Nepal | Mustang 2013 | 3: Shyangboche to Ghar gompa

Shyangboche to Ghar Gompa

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Shyangboche Shyangboche is hardly a village, more like a staging post with a water pump and a few horses. A tractor sets off south carrying half a dozen men, one dancing and singing; they going to work on the new road. We leave in the opposite direction up a short steep climb that takes us out of the village to a small pass at 4020m marked by a solitary pray flag. After a short time a large stupa by the roadside heralds the first views of the village of Geling, surrounded by fields of barley and pink buckwheat in the valley below. We drop down to the beautiful village of scattered houses set among fields, mani walls and stupas. Geling is totally different to Tangge and even more beautiful.


Geling We talk to some women washing by a stream and a girl emerges from behind a large stupa and invites us to have tea in her house. She’s carrying an oil drum she uses for making chang, the local barley beer. It’s a typical wooden house with steps leading up from the courtyard to a balcony, we sit and drink tea with two brothers, one of whom is her father. Her mother is dead “ama moure”; her younger sister arrives from the washing stream and then a younger brother. Kancha always carries a large biscuit barrel which he seems to refill every night and produces whenever we sit for a snack. Our hosts follow the custom of at first refusing the offered biscuits, before accepting on the third offer. The feeling that life here offers both little choice and little uncertainty is more claustraphobic than comforting.


Zaite On the other side of the village below a small hill are more wonderful stupas and a small monastery, although we can’t find the door keeper we climb up to the roof top for delightful views over the village. A poor, stony path leads out of the village through low scrub to Zaite, a solitary house set among trees. Yak cheese and salt are drying in the courtyard next to a motorbike and an old loom. A radio is playing and this seems to be a wealthy house of some importance, photos of the family with a Rinpoche line the walls and the woman who comes to bring soup and bread is refined and gracious. The cool of the dark room is a welcome break from the heat outside.


Ghami Half an hour past Zaite the path leaves the road and short cuts to the Yang La, a wide open pass with long strings of prayer flags and wonderful views - looking back we see green on the hills, looking ahead there is no green, we are reaching deeper into Upper Mustang. From the next pass we see the dark red cliffs pockmarked with meditation caves behind Ghami, the next village. The path leads through fields, past a mani wall, then a narrow lane leads delightfully into Ghami, our sherpas are waving to us from a roof. An archway leads to the Royal Mustang Hotel. We have a long thin room on the roof, there are plastic chairs, small kittens, tubs of flowers with delicate leaves and pink daisy flowers, and great views. The bucket shower is cold but OK once you get dry. It’s been a warm day and we all seem quite tired.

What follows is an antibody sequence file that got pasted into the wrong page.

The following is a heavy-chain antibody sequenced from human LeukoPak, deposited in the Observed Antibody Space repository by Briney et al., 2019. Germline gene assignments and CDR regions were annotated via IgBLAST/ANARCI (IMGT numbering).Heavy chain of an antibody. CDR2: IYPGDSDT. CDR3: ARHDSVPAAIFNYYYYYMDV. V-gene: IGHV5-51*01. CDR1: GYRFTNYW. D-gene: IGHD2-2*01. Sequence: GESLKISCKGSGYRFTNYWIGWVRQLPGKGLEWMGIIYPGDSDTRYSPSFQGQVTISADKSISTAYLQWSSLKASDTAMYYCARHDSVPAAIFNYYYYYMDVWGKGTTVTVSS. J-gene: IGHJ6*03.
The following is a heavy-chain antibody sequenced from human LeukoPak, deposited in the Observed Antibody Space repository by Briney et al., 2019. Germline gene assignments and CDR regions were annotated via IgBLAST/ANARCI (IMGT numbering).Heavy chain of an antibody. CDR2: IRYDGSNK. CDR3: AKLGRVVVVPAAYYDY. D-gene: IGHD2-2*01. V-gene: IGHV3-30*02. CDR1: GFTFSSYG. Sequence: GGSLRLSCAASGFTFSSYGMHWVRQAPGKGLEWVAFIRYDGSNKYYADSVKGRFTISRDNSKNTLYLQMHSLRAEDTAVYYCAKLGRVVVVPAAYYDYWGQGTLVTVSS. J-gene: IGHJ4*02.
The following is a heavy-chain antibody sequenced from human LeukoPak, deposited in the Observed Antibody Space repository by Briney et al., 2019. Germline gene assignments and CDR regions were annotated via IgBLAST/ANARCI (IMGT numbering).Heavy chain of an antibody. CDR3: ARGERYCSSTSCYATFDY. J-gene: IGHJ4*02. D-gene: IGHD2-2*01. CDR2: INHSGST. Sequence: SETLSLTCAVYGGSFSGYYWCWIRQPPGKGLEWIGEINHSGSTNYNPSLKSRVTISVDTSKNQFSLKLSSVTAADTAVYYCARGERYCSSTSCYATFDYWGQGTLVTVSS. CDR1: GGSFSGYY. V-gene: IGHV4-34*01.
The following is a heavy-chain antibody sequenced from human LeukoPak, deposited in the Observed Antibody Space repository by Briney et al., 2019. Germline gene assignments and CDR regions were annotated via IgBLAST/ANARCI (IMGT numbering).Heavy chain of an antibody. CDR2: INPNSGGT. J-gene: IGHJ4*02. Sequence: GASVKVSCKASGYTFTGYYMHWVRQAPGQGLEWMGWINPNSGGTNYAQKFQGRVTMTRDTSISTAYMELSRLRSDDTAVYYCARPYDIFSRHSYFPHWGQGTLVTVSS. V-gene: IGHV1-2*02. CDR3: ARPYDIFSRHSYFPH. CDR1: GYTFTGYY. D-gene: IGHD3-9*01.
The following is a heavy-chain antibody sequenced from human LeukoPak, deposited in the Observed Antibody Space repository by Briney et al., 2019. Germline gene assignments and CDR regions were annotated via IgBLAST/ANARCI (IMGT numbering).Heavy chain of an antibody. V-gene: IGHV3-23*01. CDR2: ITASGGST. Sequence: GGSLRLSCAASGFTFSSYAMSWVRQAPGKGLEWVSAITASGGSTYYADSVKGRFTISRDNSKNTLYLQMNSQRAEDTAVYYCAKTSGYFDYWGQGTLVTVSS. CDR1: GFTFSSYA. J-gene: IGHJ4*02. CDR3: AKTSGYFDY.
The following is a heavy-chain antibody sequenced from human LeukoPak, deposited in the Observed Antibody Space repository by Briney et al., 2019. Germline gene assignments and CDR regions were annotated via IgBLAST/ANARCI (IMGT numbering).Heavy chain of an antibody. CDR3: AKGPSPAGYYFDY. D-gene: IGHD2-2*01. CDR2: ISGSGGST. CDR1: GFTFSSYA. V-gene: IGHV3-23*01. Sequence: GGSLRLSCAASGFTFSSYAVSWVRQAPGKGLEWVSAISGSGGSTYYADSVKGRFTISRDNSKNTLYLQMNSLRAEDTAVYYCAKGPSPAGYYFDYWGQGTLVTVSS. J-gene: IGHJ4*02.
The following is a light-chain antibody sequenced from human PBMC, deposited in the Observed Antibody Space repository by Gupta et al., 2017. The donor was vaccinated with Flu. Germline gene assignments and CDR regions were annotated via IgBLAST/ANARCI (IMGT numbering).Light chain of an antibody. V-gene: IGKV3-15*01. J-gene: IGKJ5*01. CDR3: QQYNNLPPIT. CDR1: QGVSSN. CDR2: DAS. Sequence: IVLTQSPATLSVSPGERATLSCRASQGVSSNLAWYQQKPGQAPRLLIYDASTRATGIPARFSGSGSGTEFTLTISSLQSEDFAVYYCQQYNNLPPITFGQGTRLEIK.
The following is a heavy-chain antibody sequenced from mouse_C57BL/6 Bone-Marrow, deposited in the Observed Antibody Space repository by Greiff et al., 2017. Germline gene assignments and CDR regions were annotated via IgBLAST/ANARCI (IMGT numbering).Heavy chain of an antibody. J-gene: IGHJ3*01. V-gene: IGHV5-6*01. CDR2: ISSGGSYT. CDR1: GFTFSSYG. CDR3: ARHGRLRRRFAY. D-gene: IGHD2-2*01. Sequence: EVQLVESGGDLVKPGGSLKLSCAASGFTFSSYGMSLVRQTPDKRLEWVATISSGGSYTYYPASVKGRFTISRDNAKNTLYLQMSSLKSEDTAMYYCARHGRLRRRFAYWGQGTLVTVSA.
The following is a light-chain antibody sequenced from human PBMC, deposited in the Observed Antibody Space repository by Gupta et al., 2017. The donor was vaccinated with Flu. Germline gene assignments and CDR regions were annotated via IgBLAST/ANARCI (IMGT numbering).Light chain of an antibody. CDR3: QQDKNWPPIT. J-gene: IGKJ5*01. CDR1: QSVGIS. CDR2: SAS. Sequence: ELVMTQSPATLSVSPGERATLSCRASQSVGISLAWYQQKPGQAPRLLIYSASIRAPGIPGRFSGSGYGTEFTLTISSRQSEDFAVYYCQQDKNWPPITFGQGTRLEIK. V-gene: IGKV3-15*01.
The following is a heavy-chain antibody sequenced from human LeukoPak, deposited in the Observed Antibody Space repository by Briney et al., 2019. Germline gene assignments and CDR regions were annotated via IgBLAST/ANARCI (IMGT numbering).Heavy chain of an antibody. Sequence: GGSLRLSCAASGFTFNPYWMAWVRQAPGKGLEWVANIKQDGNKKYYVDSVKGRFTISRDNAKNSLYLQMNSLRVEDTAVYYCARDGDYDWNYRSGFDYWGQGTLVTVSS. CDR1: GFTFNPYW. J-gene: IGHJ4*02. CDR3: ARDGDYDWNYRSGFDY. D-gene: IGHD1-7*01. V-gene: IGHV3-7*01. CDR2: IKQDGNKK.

The village seems poor and it’s hard to tell if people are friendly or not. They have a reputation for being somewhat isolated in their views. A large red gompa in the centre of the village appears to have no entrance door. There are several stampedes of goats as they get brought in off the hills chase through the narrow lanes and get herded, packed tight, into their pens for the night. Some American boys in another room are smoking weed and laughing; a French / Malay couple travelling with their two young children are up for a short holiday from Mumbai. A lama is performing a puja in another room, later I see him throwing water around on the roof.


Dakmar It’s raining when we wake at 6. We wait for it to pass, make a late start then walk out through a muddy village, past an old woman taking two small cows out to the fields and over a small brige festooned with prayer flags. Vultures are circling above as we climb steeply, there’s a sky burial palace on the hilltop above. From the pass there are views down to the other side of the valley from the village, by the path to Charang we can see the Japanese field hospital and the longest mani wall in Mustang. A delighful sandy path leads down to the red cliffs and small village of Dakmar. We have early lunch at the Tenzin Riverside Guest House, we’re feeling lazy and contemplate staying here but there are better things ahead. Also there are no beds. The setting is dramatic, the cliffs are the deepest red and full of caves.


Ghar Gompa A scrubby path soon leads to a steep climb up a narrowinging sandstone coloured gully which tops out in a narrow cleft between two large boulders and a huge cairn and long trails of prayer flags. An outcrop above gives magnificent views back over silhouettes of dull green ridges. The next pass, the Mul La, gives us our first views of the long valley that leads down to Tsarang, the old capital of Mustang, and the nearer village of Marang surrounded by fields of pink buckwheat. Curving contour lines and soft hills eventually reveal our first sight of the stupas and prayer flags ahead of Ghar Gompa at the head of the valley.


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